Rapson: Michigan’s new budget boldly invests in children

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Michigan state support for its youngest citizens took a step forward with the passage this week of a visionary and bold budget by Governor Gretchen Whitmer and the state legislature. The state’s $ 70 billion budget provides millions of new dollars to long-underfunded child care providers and brings us closer to the goal of universal child care. The best analysis we have, from our friends at Bridge, says the budget allocates $ 1.4 billion in federal COVID funds to help support child care providers, cut costs and expand grants to 105 000 other Michigan families. The result is that not only will thousands of parents be able to re-enter the workforce after the COVID disruptions, the state is laying the groundwork for a more equitable and sustainable long-term support base for early years in Michigan.

Across governments and parties, the state of Michigan has long been an important partner for nonprofits, foundations and private providers who have invested in better preparing young people to enter kindergarten ready to learn. But state efforts have been sporadic and dramatically under-capitalized. This budget begins the recovery process. By bringing together the voices of child care providers, practitioners and families, this is a watershed moment in public policy.

Foundations like ours – as well as others like the Kellogg, Fisher, Wilson, Balmer, Mott and Southeast Michigan Community Foundations and PNC Bank – have sought for a decade to create a true “system” of small. childhood in Southeast Michigan, which encompasses providers of all kinds, focuses on expanding access to developmental care for low-income families, and has sufficient resources to ensure providers receive a salary decent and can provide the highest quality facilities. We collectively commit to moving beyond the rhetoric of valuing children to make deep, long-term financial and political investments in these imperatives.

Posters announcing the launch of Hope Starts Here
Hope Begins Here launched in 2016 to mobilize city-wide commitment to support our youngest children and families,

That’s the intention of the unprecedented multi-sector collaboration Hope Starts Here, launched by Kellogg and Kresge about five years ago. Through Hope Starts Here is the family engagement and advocacy network, the “Detroit Champions of Hope,” we hear from thousands of families about the challenges they face and the opportunities they want for their children. . This contribution has translated into a range of priorities, including modernizing facilities, improving provider compensation, increased quality standards, and deeper parental engagement – all to ensure that we have some 30,000 children of Detroit who are not yet in a high quality infancy. programs in this kind of seats.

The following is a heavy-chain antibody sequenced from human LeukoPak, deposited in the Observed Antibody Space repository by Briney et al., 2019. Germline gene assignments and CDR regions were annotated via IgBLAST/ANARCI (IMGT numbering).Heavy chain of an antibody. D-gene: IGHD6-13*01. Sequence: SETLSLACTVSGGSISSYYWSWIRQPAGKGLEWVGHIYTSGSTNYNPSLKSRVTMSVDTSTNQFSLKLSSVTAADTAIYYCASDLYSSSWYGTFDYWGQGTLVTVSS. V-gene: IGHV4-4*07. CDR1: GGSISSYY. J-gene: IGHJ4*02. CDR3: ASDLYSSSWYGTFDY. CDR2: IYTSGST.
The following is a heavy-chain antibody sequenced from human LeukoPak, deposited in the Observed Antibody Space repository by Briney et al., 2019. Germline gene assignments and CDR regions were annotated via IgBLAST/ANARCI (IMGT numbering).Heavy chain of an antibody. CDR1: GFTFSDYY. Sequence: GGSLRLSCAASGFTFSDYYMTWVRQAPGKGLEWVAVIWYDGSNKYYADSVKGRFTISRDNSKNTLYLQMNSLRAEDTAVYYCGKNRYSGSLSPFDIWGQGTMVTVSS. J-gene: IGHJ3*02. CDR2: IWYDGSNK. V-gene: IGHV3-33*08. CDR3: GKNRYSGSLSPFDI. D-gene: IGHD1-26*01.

With the good news that comes from Lansing comes the daunting challenge of ensuring that state investments reach the providers, families and children who need them most. For that to happen, the flow of dollars will require deep partnerships on the ground – with community providers, nonprofits, and philanthropic organizations.

The infrastructure is ready to be activated. Not only Hope Starts Here, but other nonprofits statewide can offer technical assistance, parent awareness, capacity building, and other supports. We hope that the resulting partnership with the State of Michigan will be strong, extensive and effective.

The lawn sign reads As I wrote recently, Kresge partnered with a number of partners – including Starfish Family Services, Marygrove Conservancy, and IFF – to open the $ 22 million Marygrove Early Education Center on the former Marygrove campus. . College in Northwest Detroit. Lt. Gov. Garlin Gilchrist II joined us by video to cut the ribbon and noted that we need more centers like statewide, highlighting why the budget deal is so important when we are thinking further into the future.

The Lieutenant Governor’s remarks reinforced the Governor’s powerful articulation of the importance of early childhood development: the importance of bright, active spaces in supporting child development. . . the role that welcoming educational institutions can play as community hubs for families and neighbors. . . the need for innovative financing combining public and private capital to reinvent our possibilities. . . and the imperative of a holistic, trauma-informed program focused on the health, well-being and mobility of children and their families.

All of these qualities are at the forefront of Marygrove.

And, above all, this center for 144 children from birth to 5 years old is not – and has never been – conceived as a unique centerpiece. It provides an exciting opportunity to migrate some of what we and our partners have learned and achieved at Marygrove to other circumstances, bringing Lieutenant Governor Gilchrist’s vision to life.

It is inspiring to think that thought leadership from the federal and state governments can set in motion the wheel of ideas, investments and reforms on the ground that will allow us to claim to be a state, and a city, that puts really children first. The families of Michigan and Detroit deserve no less.


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